University of Massachusetts Memorial Medical Center

Cynthia French, University of Massachusetts Memorial Medical Center
Cynthia French is a remarkable nursing professional. She has worked selflessly and tirelessly advocating for pulmonary, allergy, and critical care patients. She has made home visits that hospitals have long abandoned financial support for. She has advised many patients and colleagues on how to apply the most recent advances in health care, whether during an acute illness, hospitalization, or in a community setting. She has sacrificed her home life through working long hours and reading scientific literature to maintain her knowledge base. She has most recently assisted me in caring for my brother, who has suffered through many years of cancer treatments and surgical interventions, supporting me emotionally and ensuring proper medical care for him. Without her dedication, I would have felt lost. –Nominated by Diane Lavin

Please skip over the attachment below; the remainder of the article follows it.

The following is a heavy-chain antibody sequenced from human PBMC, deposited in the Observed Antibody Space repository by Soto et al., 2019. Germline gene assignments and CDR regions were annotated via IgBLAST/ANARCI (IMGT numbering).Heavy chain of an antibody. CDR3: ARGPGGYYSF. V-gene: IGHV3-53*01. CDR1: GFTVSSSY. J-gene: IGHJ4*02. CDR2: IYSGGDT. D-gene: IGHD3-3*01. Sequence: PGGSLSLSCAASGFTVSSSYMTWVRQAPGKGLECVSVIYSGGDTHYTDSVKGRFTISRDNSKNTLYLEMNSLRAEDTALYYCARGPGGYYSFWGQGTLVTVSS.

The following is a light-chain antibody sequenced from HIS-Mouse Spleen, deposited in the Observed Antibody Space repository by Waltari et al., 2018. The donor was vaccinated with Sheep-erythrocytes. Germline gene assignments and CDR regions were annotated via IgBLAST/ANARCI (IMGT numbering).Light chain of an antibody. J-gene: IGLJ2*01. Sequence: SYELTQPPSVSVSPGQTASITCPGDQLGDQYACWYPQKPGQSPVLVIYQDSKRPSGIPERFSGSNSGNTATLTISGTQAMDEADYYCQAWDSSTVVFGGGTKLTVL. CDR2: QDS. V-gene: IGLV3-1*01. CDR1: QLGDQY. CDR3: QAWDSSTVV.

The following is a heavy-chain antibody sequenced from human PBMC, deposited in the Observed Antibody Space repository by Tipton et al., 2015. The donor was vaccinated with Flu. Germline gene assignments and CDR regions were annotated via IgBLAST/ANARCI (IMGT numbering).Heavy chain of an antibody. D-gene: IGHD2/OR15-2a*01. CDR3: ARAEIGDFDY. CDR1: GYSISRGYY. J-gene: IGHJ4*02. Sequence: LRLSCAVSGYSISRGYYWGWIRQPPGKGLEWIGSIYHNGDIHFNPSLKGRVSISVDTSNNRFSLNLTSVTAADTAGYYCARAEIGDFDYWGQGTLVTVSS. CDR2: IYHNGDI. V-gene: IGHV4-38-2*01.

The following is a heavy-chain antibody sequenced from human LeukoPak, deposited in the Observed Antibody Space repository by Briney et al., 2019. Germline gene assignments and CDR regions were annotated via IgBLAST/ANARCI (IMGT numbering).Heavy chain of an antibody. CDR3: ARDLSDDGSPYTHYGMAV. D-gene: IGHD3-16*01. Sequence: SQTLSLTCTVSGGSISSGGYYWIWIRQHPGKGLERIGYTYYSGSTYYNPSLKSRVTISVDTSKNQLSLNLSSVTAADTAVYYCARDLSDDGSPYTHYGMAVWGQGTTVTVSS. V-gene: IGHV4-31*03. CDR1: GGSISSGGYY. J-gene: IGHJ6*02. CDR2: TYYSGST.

Alyssa Schnabel, UMass Memorial Medical Center Neonatal Intensive Care Unit
My niece Alyssa Schnabel has been a caring and compassionate nurse for 18 years. Her career has included working with heart transplant patients who have been given a new lease on life and also in a neonatal intensive care unit working with incredibly fragile infants. Patients and their families marveled at her skill and her bedside manner. She exhibited the ultimate expression of caring when she donated one of her kidneys to her dad (my brother). Her heroic gesture saved his life.
With the support of their amazing team of nurses and doctors, both my niece and my brother are doing incredibly well. Her selfless gesture has made us all very proud. In addition to being a nurse, she is also an incredible daughter, a loving sister, a mom to three remarkable children, a wonderful wife, a delightful niece, and last, but certainly not least, a kidney donor. –Nominated by Kathy Maister

VA Boston Healthcare System

Kathi Sullivan, VA Boston Healthcare System